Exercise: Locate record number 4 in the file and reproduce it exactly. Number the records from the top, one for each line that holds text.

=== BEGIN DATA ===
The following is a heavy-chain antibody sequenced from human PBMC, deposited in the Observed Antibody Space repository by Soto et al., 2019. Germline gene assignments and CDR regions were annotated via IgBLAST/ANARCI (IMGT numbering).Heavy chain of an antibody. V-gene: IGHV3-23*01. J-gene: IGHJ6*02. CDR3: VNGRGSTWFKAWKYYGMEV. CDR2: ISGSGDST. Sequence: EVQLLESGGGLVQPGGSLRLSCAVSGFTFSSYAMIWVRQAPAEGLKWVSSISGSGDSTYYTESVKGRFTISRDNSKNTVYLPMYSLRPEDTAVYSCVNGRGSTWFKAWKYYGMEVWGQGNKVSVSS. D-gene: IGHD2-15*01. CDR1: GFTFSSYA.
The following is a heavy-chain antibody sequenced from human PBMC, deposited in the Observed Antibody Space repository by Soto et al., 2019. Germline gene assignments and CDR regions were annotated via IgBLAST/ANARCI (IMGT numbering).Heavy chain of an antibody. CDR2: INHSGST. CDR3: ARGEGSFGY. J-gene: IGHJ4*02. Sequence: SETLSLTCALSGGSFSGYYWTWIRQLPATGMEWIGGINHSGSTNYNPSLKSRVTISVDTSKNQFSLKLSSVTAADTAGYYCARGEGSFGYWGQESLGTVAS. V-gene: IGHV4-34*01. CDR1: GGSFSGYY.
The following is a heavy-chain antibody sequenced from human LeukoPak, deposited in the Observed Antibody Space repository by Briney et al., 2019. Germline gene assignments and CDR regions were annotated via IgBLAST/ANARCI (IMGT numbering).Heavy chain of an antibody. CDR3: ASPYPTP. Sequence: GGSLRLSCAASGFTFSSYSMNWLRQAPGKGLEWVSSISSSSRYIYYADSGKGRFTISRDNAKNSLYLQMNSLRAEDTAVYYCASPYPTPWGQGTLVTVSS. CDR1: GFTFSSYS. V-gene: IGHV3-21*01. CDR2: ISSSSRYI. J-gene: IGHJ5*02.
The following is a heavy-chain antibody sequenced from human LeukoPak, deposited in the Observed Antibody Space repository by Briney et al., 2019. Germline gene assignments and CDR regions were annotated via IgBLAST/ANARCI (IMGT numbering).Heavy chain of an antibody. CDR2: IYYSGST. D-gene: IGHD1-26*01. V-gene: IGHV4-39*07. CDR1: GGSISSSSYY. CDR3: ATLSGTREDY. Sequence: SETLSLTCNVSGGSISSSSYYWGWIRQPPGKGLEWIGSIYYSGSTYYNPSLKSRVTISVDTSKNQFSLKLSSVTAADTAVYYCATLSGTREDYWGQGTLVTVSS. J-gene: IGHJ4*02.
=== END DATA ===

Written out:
The following is a heavy-chain antibody sequenced from human LeukoPak, deposited in the Observed Antibody Space repository by Briney et al., 2019. Germline gene assignments and CDR regions were annotated via IgBLAST/ANARCI (IMGT numbering).Heavy chain of an antibody. CDR2: IYYSGST. D-gene: IGHD1-26*01. V-gene: IGHV4-39*07. CDR1: GGSISSSSYY. CDR3: ATLSGTREDY. Sequence: SETLSLTCNVSGGSISSSSYYWGWIRQPPGKGLEWIGSIYYSGSTYYNPSLKSRVTISVDTSKNQFSLKLSSVTAADTAVYYCATLSGTREDYWGQGTLVTVSS. J-gene: IGHJ4*02.